Most families love the Fourth of July and the fireworks that accompany
the celebration. What is not loved are the preventable trips to the emergency
room for fireworks-related injuries.
Although, the injury rate on legal fireworks has declined over the years,
according to the National Council on Firework Safety, children and adults
need to continue to follow a few safety tips to avoid injury.
Most fireworks injuries occur to children 14 and younger, and the majority
of these injuries are to the eye. And, more than two dozen accidental
deaths result annually from fireworks injuries and from fires caused by
By Kansas laws, any rockets mounted on a wire or sticks including any device
containing such rockets are prohibited, but many people still buy and
ignite them for fun.
The majority of injuries result from misuse, including holding firecrackers
too close, picking up lighted fireworks and having fireworks explode near
a bystander. Common injuries include second and third degree burns, partial
or total loss of sight, lacerations and fractures.”
The National Council on Firework Safety states if you are planning to use
fireworks, keep these safety tips in mind:
• Always read and follow label directions.
• Have an adult present.
• Use outdoors only.
• Always have water handy (a garden hose and a bucket).
• Never experiment or make your own fireworks.
• Light only one firework at a time.
• Never re-light a “dud” firework (wait 15 to 20 minutes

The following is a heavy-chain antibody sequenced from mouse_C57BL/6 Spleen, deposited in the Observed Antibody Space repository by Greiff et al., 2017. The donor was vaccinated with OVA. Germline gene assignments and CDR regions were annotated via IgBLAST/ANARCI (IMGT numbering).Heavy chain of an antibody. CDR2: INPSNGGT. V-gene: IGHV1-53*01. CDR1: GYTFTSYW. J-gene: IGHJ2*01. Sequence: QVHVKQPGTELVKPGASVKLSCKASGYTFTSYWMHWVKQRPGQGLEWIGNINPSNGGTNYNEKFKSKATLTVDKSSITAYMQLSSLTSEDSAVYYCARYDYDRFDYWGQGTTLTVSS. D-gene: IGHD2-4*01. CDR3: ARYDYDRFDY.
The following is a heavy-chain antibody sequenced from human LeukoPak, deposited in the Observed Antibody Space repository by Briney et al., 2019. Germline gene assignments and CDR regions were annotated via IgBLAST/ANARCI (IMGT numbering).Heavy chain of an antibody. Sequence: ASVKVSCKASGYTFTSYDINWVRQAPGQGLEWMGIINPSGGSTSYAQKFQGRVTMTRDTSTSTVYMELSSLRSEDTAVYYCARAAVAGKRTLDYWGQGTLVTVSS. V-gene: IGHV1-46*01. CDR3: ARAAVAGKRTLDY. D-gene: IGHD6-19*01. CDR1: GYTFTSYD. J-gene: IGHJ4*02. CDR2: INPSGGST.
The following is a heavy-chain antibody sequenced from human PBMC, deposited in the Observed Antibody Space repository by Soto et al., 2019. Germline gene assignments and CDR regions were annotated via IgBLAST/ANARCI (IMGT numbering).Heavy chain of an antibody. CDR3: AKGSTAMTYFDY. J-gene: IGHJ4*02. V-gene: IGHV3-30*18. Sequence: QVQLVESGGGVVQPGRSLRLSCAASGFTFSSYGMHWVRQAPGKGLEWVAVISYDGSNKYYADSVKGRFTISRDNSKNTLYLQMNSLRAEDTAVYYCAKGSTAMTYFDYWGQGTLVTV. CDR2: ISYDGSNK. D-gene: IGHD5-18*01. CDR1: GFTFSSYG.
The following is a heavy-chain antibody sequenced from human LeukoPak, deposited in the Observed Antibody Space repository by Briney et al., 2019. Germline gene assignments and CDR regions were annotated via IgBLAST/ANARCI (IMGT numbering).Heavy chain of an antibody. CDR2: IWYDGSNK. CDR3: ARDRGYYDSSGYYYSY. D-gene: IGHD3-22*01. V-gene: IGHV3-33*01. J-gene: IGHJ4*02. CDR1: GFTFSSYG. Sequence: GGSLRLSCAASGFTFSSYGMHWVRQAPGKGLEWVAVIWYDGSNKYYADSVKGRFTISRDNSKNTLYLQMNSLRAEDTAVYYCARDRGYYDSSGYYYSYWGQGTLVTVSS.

and then soak in a bucket of water).
• Never give fireworks to small children.
• Dispose of fireworks properly by soaking them in water and then
disposing of them in your trashcan.
• Never throw fireworks at other people.
• Never carry fireworks in you pocket.
• Store fireworks in a cool dry place.
• Never shoot fireworks in metal or glass containers.
• The shooter should always wear eye protection and never have any
part of the body over the firework.
• Never hold lighted fireworks in your hand.
To treat minor burns use cool water, never butter. For more serious injuries,
call for medical assistance immediately by dialing 911.
For those with pets, the Council recommends these tips:
• Don’t bring your pets to a fireworks display, even a small one.
• If fireworks are being used near your home, put your pet in a safe,
interior room to avoid exposure to the sound.
• Make sure your pet has an identification tag, in case it runs off
during a fireworks display.
• Never shoot fireworks of any kind (consumer fireworks, sparklers,
fountains, etc.) near pets.
Providence Medical Center and Saint John Hospital each house a 24 hour,
seven day a week emergency service department, featuring board-qualified
physicians, specially-trained emergency nurses, and other healthcare professionals.
Committed to serving their community, Providence Medical Center and Saint
John Hospital offer a full range of services and are always ready to handle
any healthcare concerns, providing expert care, close to home.